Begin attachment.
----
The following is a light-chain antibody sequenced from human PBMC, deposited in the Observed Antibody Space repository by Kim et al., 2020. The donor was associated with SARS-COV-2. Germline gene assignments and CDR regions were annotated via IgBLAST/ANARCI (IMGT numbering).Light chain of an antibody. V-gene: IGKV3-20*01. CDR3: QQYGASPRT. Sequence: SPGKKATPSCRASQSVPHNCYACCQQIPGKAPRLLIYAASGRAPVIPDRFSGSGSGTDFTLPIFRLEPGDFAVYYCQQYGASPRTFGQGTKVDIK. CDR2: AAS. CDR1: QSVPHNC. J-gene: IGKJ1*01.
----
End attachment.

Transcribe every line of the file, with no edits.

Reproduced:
The following is a light-chain antibody sequenced from human PBMC, deposited in the Observed Antibody Space repository by Kim et al., 2020. The donor was associated with SARS-COV-2. Germline gene assignments and CDR regions were annotated via IgBLAST/ANARCI (IMGT numbering).Light chain of an antibody. V-gene: IGKV3-20*01. CDR3: QQYGASPRT. Sequence: SPGKKATPSCRASQSVPHNCYACCQQIPGKAPRLLIYAASGRAPVIPDRFSGSGSGTDFTLPIFRLEPGDFAVYYCQQYGASPRTFGQGTKVDIK. CDR2: AAS. CDR1: QSVPHNC. J-gene: IGKJ1*01.